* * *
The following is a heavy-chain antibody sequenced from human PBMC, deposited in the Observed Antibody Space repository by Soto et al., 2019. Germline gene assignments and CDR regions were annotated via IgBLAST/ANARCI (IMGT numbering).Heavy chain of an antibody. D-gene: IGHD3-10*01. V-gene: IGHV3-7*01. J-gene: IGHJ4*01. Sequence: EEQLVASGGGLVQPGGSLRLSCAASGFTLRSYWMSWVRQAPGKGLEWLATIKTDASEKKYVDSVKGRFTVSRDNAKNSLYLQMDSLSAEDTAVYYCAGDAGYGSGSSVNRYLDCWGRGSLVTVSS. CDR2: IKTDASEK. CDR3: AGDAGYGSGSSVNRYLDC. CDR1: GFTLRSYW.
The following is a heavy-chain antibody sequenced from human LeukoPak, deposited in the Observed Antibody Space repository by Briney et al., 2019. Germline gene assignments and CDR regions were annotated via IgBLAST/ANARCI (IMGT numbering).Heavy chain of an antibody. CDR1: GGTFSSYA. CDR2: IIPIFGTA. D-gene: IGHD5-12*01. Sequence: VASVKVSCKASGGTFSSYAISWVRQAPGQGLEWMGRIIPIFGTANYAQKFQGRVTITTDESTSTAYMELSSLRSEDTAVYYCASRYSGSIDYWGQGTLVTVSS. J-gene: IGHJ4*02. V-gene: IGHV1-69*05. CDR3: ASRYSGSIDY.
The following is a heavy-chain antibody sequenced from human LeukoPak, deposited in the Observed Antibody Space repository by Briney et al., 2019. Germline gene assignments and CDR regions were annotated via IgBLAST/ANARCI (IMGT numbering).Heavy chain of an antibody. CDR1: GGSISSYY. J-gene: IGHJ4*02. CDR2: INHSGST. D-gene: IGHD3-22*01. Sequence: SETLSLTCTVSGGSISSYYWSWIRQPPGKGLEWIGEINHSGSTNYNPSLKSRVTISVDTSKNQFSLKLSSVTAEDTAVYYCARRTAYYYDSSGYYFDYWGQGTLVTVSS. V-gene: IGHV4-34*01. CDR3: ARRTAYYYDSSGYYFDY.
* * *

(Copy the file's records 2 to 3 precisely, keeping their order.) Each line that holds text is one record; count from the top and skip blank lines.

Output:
The following is a heavy-chain antibody sequenced from human LeukoPak, deposited in the Observed Antibody Space repository by Briney et al., 2019. Germline gene assignments and CDR regions were annotated via IgBLAST/ANARCI (IMGT numbering).Heavy chain of an antibody. CDR1: GGTFSSYA. CDR2: IIPIFGTA. D-gene: IGHD5-12*01. Sequence: VASVKVSCKASGGTFSSYAISWVRQAPGQGLEWMGRIIPIFGTANYAQKFQGRVTITTDESTSTAYMELSSLRSEDTAVYYCASRYSGSIDYWGQGTLVTVSS. J-gene: IGHJ4*02. V-gene: IGHV1-69*05. CDR3: ASRYSGSIDY.
The following is a heavy-chain antibody sequenced from human LeukoPak, deposited in the Observed Antibody Space repository by Briney et al., 2019. Germline gene assignments and CDR regions were annotated via IgBLAST/ANARCI (IMGT numbering).Heavy chain of an antibody. CDR1: GGSISSYY. J-gene: IGHJ4*02. CDR2: INHSGST. D-gene: IGHD3-22*01. Sequence: SETLSLTCTVSGGSISSYYWSWIRQPPGKGLEWIGEINHSGSTNYNPSLKSRVTISVDTSKNQFSLKLSSVTAEDTAVYYCARRTAYYYDSSGYYFDYWGQGTLVTVSS. V-gene: IGHV4-34*01. CDR3: ARRTAYYYDSSGYYFDY.